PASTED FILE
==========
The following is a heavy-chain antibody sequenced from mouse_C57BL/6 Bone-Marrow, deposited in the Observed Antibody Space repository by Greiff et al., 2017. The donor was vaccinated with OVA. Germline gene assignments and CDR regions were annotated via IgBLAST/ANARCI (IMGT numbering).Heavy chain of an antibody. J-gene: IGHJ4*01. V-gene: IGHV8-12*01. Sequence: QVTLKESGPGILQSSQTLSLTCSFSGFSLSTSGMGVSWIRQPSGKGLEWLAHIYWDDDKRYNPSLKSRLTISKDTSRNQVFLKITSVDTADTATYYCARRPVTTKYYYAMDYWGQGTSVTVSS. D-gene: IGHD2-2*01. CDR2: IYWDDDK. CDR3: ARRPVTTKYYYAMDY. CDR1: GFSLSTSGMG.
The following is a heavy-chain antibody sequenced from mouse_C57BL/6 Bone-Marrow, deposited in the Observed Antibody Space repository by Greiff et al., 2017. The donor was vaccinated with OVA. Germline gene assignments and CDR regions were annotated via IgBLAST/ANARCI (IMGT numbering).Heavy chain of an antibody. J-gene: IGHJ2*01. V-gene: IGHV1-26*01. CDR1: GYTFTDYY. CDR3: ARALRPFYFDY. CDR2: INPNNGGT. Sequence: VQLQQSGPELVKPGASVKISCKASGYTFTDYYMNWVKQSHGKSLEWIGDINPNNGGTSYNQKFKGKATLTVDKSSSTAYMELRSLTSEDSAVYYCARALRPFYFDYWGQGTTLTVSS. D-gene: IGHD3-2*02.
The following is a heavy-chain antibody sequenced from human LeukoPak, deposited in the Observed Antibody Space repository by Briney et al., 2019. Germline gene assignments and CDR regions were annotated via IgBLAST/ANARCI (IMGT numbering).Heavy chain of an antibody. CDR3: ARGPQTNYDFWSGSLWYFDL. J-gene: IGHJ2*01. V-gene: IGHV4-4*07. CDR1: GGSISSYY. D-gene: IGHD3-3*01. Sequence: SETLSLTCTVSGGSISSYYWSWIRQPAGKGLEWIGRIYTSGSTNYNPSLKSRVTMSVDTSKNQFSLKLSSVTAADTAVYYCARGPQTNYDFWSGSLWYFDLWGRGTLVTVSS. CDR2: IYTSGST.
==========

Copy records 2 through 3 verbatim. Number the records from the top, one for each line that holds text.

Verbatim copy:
The following is a heavy-chain antibody sequenced from mouse_C57BL/6 Bone-Marrow, deposited in the Observed Antibody Space repository by Greiff et al., 2017. The donor was vaccinated with OVA. Germline gene assignments and CDR regions were annotated via IgBLAST/ANARCI (IMGT numbering).Heavy chain of an antibody. J-gene: IGHJ2*01. V-gene: IGHV1-26*01. CDR1: GYTFTDYY. CDR3: ARALRPFYFDY. CDR2: INPNNGGT. Sequence: VQLQQSGPELVKPGASVKISCKASGYTFTDYYMNWVKQSHGKSLEWIGDINPNNGGTSYNQKFKGKATLTVDKSSSTAYMELRSLTSEDSAVYYCARALRPFYFDYWGQGTTLTVSS. D-gene: IGHD3-2*02.
The following is a heavy-chain antibody sequenced from human LeukoPak, deposited in the Observed Antibody Space repository by Briney et al., 2019. Germline gene assignments and CDR regions were annotated via IgBLAST/ANARCI (IMGT numbering).Heavy chain of an antibody. CDR3: ARGPQTNYDFWSGSLWYFDL. J-gene: IGHJ2*01. V-gene: IGHV4-4*07. CDR1: GGSISSYY. D-gene: IGHD3-3*01. Sequence: SETLSLTCTVSGGSISSYYWSWIRQPAGKGLEWIGRIYTSGSTNYNPSLKSRVTMSVDTSKNQFSLKLSSVTAADTAVYYCARGPQTNYDFWSGSLWYFDLWGRGTLVTVSS. CDR2: IYTSGST.